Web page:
It’s not about Legalism


We are a savage tribe. Often hiding behind our rules to make us as a sort of spiritual hall pass. We live in a world where poverty is the dominant issue and we, the rich Christian nations, are more concerned about sports, tax breaks, and oil prices. In a larger sense our prayers are feeble attempt to affirm our existence rather than to exert the power of God in the world around us.

For instance, the key word throughout the book of Leviticus is not legalism. It’s not obeying the rules. Hands down, it’s holiness. Legalism is box-checking, and barely getting by. Holiness is a statement of relationship where we say, “Lord, I am so in love with you that I want to become like you! I want to run as fast as I can into your presence and I will remove all obstacles to get into relationship with You. I want to take what would seem absurd and obtuse to the world and hold it up to Your presence. We no longer burn the fat of animals. We don’t remove the kidneys and livers of goats in worship. (Thanks be to God!) But we are called to do things much more radical: To present our bodies, the very life we live, as living sacrifices. We are called to perform gratuitous acts of grace. It has been estimated that there are between 500 and 600 Levitical laws in the Torah. Jesus narrowed it down to two. Love God with everything you’ve got and love others as much as you love yourself. (Jesus laws are fewer but much more difficult to keep.)

For the life of a creature is in the blood, and I have appointed it to you to make atonement on the altar for your lives, since it is the lifeblood that makes atonement.
Leviticus 17:11 HCSB


God from the very beginning has been about the business of redemption. Even in the complicated and labyrinthine book of Leviticus we see glimpses of the redeeming grace. We see instructions of sacrifice that ultimately down the path to the Sacrifice of Christ for our sins. All the instructions on sacrifice with elaborate details point to the cross of Jesus Christ.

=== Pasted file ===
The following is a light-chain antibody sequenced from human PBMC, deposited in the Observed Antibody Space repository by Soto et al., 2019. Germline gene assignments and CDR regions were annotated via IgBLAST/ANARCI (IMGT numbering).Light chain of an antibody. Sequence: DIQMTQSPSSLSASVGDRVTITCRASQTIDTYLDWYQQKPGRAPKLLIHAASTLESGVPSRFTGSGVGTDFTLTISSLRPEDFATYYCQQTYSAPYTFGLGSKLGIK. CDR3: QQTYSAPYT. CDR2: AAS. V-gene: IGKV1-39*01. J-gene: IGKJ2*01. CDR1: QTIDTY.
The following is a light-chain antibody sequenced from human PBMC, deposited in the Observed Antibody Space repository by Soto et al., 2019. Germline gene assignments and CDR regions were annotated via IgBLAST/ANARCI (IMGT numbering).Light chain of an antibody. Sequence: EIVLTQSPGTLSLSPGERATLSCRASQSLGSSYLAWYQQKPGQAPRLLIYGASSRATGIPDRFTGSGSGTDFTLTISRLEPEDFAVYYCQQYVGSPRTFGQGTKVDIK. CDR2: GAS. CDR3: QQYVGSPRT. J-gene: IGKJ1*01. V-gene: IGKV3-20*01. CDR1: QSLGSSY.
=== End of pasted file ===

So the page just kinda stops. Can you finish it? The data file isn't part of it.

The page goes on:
Christ followers have to relentlessly ask if we are just checking off boxes, justifying our existence or truly falling in love with God. Is that what my life is about? Is that what the Church is about? Far too often it is not. Often the church doesn’t have time to deal with the pain of the world because we are too busy trading pain with each other. There is so much power playing in our religious organizations. It’s sick. We make rules about who can do what in the church. We (including me) are so easily distracted away from the great Commission and we forget that we are called to share Christ not America with the rest of the world.

This love of Christ and our walk to the cross is not complicated but it is hard. We need the wisdom of Forrest Gump: “I’m not a smart man but i know what love is.”

Amen, Forrest. Amen…

It doesn’t take a rocket scientist to be awestruck by the grace of Christ. No, it only takes a believer.

It doesn’t take a physician to tell you that life is distinctly tied to the blood that flows through the body of a man.

And it doesn’t take a theologian to say, “Jesus loves me. This I know.”

It’s all there in Leviticus Life, grace, blood and forgiveness.

Lord Jesus, God’s only Son, I cease my self-congratulatory posture when I stop and think of all You are and evermore will be. I am amazed by Your power. I’m overwhelmed that I’m a part of this rich panorama of life. My soul craves to know how I fit into your story. I shutter to think of the times I denied your presence through my self-centered actions. I have often shuffled sideways to avoid You without realizing the absurdity of my actions. Hold me in your hands because it’s true. I am weak but You are strong.


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